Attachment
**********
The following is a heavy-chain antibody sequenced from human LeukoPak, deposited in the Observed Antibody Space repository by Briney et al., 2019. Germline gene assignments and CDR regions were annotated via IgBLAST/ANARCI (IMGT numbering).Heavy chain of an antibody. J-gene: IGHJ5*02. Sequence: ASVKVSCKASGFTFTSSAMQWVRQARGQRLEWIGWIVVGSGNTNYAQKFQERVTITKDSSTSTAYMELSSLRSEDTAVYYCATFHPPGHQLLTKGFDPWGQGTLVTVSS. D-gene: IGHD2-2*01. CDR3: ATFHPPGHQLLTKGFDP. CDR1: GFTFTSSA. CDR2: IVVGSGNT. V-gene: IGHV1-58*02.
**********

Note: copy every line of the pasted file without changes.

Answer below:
The following is a heavy-chain antibody sequenced from human LeukoPak, deposited in the Observed Antibody Space repository by Briney et al., 2019. Germline gene assignments and CDR regions were annotated via IgBLAST/ANARCI (IMGT numbering).Heavy chain of an antibody. J-gene: IGHJ5*02. Sequence: ASVKVSCKASGFTFTSSAMQWVRQARGQRLEWIGWIVVGSGNTNYAQKFQERVTITKDSSTSTAYMELSSLRSEDTAVYYCATFHPPGHQLLTKGFDPWGQGTLVTVSS. D-gene: IGHD2-2*01. CDR3: ATFHPPGHQLLTKGFDP. CDR1: GFTFTSSA. CDR2: IVVGSGNT. V-gene: IGHV1-58*02.